China’s city-gas distributor Shenzhen Gas is planning to begin importing natural gas this week at the Yantian port in Shenzhen through subsidiary Sino-Benny.
The liquefied natural gas (LNG) terminal is to have a capacity of 800,000 ton/year. Shenzhen Gas is one of two city gas distributors backed by a local government in China that owns an import facility.
Shenergy Group said in April it planned to build a second import terminal in Shanghai for local consumers and the Yangtze River Delta, having opened the first 3 million metric ton/year (mmty) terminal in Shanghai in 2008.
Barcino Advisers’ Ricardo Barcelona, managing director of the Hong Kong unit, told NGI that third-party access to the country’s import terminals would likely accelerate, with a mix of approaches.
“This could evolve by expanding CNOOC’s auction of five-day terminal slots, to longer durations,” Barcelona said. “Joint ventures are preferred ways to access slots. As the market gains in sophistication, rules will have to evolve where slots could be traded, or pricing could be monitored, or even regulated, to minimize abuse of natural monopoly power by terminals.”
Most of China’s import terminals today, which number 21 with total capacity of 80 mmty, are operated by the three state-run national oil companies, Sinopec Group, Chinese Offshore Oil Co. (CNOOC) and PetroChina. As a result, other companies have been limited in how much gas they could import.
China is also commissioning as many as five private LNG terminals, according to Total SA’s China Chair William Zhao. Total is the second largest global commercial gas provider behind Royal Dutch Shell plc.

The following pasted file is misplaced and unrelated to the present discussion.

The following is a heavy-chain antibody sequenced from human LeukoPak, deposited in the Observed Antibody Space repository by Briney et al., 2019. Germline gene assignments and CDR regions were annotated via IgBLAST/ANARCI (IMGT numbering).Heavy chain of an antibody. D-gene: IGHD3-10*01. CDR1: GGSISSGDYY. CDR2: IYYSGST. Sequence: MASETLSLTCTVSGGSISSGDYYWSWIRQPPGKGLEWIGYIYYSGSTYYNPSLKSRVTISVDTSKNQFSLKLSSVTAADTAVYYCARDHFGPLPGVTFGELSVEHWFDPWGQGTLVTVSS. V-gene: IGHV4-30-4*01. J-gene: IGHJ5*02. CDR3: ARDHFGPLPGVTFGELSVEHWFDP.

Private terminals, Zhao said, “will help to diversify China’s LNG supply, which will in turn fuel competition.”
The central government stated plans for more private company participation in its import sector, but state-run companies still controlled 90% of the capacity as of last year. The balance is said to be held by second-tier importers that include gas distributors ENN and Jovo Energy, according to The Oxford Institute of Energy Studies.
Under government pressure, CNOOC, the world’s third largest LNG importer, said it would open up more terminals to third-party importers. CNOOC accounts for 10 of the country’s receiving terminals with a combined capacity of 45.2 mmty. The company had been reluctant to allow more access because of concerns about losing market share to independents that could import spot cargoes at prices below its term contracts.
Spot LNG prices in Asia usually trade at a discount against gas prices for longterm off-take agreementsm which have historically been linked to a crude price indexation. This year spot LNG prices in Asia have reached multi-year lows, recently dipping below the $4/MMBtu price point amid warmer temperatures in North Asia, ongoing LNG supply overhang and reports of ample gas inventories in Japan, China, and South Korea, the world’s top three LNG importers.
China’s LNG imports are expected to increase to more than 100 billion cubic meters (3.5 Tcf) in 2024, bypassing Japan, the current top importer, according to the International Energy Agency. In January, China passed South Korea to become the world’s second largest importer.
China’s gas consumption is estimated to reach 115 Tcf in 2020 and 17.7 Tcf in 2030, according to Sinopec. The country’s gas consumption totaled 9.9 Tcf in 2018, an 18% increase year/year, according to China’s National Development and Reform Commission.